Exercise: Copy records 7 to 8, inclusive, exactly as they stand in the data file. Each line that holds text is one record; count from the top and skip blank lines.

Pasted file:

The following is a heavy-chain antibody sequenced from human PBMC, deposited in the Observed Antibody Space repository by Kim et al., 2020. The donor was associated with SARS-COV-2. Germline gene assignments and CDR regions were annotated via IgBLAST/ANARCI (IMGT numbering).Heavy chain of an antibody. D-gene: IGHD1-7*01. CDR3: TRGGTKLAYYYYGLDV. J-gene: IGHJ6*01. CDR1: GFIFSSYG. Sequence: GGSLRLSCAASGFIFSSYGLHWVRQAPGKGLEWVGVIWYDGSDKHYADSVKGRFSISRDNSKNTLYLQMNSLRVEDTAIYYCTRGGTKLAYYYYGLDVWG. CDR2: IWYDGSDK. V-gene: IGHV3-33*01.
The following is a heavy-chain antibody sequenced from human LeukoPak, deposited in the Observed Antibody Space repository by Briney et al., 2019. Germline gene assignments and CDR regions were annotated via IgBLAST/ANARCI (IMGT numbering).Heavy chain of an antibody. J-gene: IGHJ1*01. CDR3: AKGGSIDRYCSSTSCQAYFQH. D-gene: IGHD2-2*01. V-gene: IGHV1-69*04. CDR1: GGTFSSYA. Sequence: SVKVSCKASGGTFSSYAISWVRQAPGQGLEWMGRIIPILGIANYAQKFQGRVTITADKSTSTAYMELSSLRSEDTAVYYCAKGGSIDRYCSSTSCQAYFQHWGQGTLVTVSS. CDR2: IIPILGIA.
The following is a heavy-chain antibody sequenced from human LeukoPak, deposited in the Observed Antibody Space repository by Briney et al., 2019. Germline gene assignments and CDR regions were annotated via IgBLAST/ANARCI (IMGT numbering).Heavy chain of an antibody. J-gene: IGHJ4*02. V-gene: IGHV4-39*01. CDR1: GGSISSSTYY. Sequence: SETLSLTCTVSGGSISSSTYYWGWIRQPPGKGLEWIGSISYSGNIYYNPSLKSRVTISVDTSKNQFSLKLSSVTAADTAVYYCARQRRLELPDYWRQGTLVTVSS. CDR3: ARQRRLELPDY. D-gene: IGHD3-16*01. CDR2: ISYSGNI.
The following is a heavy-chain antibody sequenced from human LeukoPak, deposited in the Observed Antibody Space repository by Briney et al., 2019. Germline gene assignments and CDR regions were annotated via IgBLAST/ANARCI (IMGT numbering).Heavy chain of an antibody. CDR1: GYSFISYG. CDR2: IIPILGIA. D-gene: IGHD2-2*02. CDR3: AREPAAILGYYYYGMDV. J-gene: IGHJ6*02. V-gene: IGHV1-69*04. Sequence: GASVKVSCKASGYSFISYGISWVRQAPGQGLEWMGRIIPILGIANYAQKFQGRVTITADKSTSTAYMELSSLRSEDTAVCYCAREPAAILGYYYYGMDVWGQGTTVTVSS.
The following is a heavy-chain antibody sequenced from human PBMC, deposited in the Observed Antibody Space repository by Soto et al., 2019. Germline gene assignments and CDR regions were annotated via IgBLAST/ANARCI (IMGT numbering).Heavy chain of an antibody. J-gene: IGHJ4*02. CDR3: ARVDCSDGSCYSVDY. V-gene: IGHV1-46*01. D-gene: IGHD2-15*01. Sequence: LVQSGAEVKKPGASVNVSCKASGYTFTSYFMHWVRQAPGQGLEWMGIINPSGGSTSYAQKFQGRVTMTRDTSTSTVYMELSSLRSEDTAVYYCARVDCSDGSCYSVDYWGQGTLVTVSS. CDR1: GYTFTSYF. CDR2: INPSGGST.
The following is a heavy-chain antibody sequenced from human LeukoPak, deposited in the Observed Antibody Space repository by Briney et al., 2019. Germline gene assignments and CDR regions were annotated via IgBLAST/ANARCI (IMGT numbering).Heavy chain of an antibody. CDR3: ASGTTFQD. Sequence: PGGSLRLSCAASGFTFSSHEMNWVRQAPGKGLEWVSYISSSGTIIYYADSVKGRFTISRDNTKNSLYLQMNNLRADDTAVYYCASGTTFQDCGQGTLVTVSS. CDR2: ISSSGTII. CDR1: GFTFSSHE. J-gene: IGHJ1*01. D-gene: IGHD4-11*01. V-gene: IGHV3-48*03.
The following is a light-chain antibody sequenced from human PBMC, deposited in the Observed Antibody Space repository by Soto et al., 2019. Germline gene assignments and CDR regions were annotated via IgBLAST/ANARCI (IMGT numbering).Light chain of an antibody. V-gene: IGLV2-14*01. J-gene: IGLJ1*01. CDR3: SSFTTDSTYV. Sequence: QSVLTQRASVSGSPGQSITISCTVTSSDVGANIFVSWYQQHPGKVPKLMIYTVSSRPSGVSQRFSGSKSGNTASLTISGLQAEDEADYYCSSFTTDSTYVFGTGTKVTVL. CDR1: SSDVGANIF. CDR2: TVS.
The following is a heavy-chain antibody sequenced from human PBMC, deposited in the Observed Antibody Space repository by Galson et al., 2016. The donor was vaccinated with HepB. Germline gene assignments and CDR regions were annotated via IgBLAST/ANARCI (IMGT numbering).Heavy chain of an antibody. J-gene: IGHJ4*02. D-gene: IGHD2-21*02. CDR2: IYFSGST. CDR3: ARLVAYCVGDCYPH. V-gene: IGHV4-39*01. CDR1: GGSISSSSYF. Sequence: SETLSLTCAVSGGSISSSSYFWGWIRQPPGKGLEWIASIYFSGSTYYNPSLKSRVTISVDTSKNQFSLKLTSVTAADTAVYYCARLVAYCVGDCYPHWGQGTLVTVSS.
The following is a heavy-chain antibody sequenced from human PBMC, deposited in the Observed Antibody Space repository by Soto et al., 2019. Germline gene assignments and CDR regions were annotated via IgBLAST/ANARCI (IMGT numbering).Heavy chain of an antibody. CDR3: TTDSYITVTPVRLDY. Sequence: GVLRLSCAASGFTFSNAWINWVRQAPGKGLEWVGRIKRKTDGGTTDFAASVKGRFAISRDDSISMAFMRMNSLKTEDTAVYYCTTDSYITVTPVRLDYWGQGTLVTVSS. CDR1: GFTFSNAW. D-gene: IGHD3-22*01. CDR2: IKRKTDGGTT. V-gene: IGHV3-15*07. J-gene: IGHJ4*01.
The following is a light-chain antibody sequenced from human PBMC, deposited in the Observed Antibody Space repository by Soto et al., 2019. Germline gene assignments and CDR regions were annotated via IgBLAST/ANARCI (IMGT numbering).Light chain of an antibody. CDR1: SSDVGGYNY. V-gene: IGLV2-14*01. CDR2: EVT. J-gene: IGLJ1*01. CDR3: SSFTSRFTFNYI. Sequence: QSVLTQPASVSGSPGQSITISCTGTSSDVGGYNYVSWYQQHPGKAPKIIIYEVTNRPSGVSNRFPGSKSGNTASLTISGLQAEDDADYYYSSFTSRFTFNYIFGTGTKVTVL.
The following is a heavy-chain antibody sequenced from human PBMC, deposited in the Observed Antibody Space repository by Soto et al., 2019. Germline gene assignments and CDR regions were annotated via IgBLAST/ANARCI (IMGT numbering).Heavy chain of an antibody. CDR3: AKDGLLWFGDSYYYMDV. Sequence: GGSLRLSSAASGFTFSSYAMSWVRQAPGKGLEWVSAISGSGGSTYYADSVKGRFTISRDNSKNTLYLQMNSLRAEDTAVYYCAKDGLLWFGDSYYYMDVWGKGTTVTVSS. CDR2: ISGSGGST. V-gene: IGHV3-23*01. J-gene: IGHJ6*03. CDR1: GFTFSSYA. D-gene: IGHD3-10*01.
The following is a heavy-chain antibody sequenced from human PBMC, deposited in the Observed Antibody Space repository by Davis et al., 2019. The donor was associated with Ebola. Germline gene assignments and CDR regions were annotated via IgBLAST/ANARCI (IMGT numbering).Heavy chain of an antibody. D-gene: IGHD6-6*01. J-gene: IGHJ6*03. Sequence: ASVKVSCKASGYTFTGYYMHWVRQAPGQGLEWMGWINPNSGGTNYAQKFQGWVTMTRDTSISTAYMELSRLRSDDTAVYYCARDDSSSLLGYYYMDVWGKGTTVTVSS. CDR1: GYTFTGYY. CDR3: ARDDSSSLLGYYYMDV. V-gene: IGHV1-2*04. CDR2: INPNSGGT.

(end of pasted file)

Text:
The following is a light-chain antibody sequenced from human PBMC, deposited in the Observed Antibody Space repository by Soto et al., 2019. Germline gene assignments and CDR regions were annotated via IgBLAST/ANARCI (IMGT numbering).Light chain of an antibody. V-gene: IGLV2-14*01. J-gene: IGLJ1*01. CDR3: SSFTTDSTYV. Sequence: QSVLTQRASVSGSPGQSITISCTVTSSDVGANIFVSWYQQHPGKVPKLMIYTVSSRPSGVSQRFSGSKSGNTASLTISGLQAEDEADYYCSSFTTDSTYVFGTGTKVTVL. CDR1: SSDVGANIF. CDR2: TVS.
The following is a heavy-chain antibody sequenced from human PBMC, deposited in the Observed Antibody Space repository by Galson et al., 2016. The donor was vaccinated with HepB. Germline gene assignments and CDR regions were annotated via IgBLAST/ANARCI (IMGT numbering).Heavy chain of an antibody. J-gene: IGHJ4*02. D-gene: IGHD2-21*02. CDR2: IYFSGST. CDR3: ARLVAYCVGDCYPH. V-gene: IGHV4-39*01. CDR1: GGSISSSSYF. Sequence: SETLSLTCAVSGGSISSSSYFWGWIRQPPGKGLEWIASIYFSGSTYYNPSLKSRVTISVDTSKNQFSLKLTSVTAADTAVYYCARLVAYCVGDCYPHWGQGTLVTVSS.